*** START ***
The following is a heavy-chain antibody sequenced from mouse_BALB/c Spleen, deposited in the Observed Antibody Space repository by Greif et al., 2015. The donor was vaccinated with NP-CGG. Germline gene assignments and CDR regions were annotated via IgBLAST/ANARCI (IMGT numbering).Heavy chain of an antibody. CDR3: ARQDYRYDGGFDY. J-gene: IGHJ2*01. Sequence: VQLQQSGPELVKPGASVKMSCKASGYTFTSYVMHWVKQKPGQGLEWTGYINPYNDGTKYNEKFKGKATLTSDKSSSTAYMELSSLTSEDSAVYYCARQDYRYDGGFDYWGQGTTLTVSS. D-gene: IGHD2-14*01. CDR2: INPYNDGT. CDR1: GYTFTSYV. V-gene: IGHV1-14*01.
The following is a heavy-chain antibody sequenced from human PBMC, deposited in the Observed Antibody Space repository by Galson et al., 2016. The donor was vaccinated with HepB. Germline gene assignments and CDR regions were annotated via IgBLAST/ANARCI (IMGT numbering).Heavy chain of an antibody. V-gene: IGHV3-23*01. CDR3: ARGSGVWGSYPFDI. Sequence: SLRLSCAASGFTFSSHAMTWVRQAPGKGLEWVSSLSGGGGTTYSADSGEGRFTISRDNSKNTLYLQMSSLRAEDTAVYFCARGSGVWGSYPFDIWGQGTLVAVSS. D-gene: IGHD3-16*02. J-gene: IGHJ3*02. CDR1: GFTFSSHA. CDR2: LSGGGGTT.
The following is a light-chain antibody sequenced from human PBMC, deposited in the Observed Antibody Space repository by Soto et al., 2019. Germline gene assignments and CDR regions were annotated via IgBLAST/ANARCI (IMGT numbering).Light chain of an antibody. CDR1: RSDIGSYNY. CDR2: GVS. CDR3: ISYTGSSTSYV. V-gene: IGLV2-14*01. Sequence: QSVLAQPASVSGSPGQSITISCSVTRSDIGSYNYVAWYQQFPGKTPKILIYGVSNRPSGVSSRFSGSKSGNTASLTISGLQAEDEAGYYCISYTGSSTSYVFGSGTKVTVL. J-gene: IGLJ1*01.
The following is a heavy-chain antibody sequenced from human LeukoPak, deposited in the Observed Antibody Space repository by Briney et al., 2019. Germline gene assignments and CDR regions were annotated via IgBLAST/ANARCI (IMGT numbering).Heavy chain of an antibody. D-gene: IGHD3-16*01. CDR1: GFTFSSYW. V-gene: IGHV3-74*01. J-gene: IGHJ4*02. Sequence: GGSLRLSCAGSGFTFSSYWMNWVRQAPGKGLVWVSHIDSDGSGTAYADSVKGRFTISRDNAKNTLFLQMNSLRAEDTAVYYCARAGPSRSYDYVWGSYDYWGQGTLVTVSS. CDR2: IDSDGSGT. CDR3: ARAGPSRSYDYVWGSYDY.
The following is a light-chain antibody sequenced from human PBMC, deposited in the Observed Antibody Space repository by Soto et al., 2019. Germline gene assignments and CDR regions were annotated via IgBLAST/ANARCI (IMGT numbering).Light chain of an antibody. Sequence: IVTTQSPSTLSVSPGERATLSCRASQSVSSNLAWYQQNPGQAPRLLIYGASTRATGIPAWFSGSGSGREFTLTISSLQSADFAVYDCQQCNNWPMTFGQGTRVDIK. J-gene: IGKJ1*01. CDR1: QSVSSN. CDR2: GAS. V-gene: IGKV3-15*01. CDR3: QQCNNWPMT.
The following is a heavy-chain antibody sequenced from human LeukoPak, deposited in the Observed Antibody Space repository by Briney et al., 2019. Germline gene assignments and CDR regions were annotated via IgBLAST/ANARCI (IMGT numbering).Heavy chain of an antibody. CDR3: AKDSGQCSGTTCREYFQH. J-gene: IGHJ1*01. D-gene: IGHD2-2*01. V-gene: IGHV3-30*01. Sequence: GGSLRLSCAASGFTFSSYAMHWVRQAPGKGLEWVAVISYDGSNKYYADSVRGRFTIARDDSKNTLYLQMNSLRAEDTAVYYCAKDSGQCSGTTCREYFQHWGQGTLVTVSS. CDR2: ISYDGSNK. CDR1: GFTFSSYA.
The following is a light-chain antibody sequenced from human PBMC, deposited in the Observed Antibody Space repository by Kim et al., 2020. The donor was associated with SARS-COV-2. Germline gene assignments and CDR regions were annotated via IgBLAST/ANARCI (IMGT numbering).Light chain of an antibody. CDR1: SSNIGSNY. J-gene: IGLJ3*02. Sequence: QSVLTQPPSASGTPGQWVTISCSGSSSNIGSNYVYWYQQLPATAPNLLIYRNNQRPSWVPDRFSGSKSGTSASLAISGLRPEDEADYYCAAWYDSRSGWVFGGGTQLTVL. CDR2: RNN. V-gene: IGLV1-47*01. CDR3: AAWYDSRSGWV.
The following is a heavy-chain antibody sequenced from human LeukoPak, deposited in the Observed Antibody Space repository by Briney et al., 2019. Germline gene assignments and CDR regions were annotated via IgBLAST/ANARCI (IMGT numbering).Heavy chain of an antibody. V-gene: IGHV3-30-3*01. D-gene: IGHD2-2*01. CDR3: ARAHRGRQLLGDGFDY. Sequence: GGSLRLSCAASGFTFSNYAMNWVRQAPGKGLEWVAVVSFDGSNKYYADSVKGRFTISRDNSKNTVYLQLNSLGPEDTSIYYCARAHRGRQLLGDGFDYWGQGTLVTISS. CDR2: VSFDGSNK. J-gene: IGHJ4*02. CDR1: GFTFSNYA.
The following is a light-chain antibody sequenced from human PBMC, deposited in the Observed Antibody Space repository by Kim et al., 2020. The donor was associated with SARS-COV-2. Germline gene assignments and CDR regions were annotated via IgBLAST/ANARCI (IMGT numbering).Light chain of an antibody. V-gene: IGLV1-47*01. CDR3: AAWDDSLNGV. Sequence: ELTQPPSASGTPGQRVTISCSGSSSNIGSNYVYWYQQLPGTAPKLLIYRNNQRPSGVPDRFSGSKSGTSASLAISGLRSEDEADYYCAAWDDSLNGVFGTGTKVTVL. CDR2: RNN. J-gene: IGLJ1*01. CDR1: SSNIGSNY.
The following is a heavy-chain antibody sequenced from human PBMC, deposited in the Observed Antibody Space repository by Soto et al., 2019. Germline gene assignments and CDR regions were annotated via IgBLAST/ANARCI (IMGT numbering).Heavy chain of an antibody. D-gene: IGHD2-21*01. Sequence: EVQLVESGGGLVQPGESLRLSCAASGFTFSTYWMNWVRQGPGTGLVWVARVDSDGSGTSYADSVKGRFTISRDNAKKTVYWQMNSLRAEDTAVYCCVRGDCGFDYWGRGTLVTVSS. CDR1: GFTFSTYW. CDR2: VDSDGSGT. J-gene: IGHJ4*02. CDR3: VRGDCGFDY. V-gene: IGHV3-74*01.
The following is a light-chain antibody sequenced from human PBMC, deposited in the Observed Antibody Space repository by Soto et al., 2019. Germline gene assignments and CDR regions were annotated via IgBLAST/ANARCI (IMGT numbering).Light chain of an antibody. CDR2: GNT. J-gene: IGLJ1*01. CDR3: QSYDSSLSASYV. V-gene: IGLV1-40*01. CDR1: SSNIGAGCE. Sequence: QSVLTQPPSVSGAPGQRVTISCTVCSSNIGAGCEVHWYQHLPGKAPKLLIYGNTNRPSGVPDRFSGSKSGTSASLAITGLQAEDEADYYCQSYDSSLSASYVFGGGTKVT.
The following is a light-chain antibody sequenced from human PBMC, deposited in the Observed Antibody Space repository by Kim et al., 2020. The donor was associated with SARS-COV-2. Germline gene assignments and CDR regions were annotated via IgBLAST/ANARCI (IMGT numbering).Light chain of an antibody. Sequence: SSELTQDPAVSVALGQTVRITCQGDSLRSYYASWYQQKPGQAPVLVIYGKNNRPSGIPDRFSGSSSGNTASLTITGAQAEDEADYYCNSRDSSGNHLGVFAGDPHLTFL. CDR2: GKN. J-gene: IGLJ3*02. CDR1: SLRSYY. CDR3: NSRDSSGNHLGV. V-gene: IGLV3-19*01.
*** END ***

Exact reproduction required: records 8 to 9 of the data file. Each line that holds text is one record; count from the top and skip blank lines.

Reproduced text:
The following is a heavy-chain antibody sequenced from human LeukoPak, deposited in the Observed Antibody Space repository by Briney et al., 2019. Germline gene assignments and CDR regions were annotated via IgBLAST/ANARCI (IMGT numbering).Heavy chain of an antibody. V-gene: IGHV3-30-3*01. D-gene: IGHD2-2*01. CDR3: ARAHRGRQLLGDGFDY. Sequence: GGSLRLSCAASGFTFSNYAMNWVRQAPGKGLEWVAVVSFDGSNKYYADSVKGRFTISRDNSKNTVYLQLNSLGPEDTSIYYCARAHRGRQLLGDGFDYWGQGTLVTISS. CDR2: VSFDGSNK. J-gene: IGHJ4*02. CDR1: GFTFSNYA.
The following is a light-chain antibody sequenced from human PBMC, deposited in the Observed Antibody Space repository by Kim et al., 2020. The donor was associated with SARS-COV-2. Germline gene assignments and CDR regions were annotated via IgBLAST/ANARCI (IMGT numbering).Light chain of an antibody. V-gene: IGLV1-47*01. CDR3: AAWDDSLNGV. Sequence: ELTQPPSASGTPGQRVTISCSGSSSNIGSNYVYWYQQLPGTAPKLLIYRNNQRPSGVPDRFSGSKSGTSASLAISGLRSEDEADYYCAAWDDSLNGVFGTGTKVTVL. CDR2: RNN. J-gene: IGLJ1*01. CDR1: SSNIGSNY.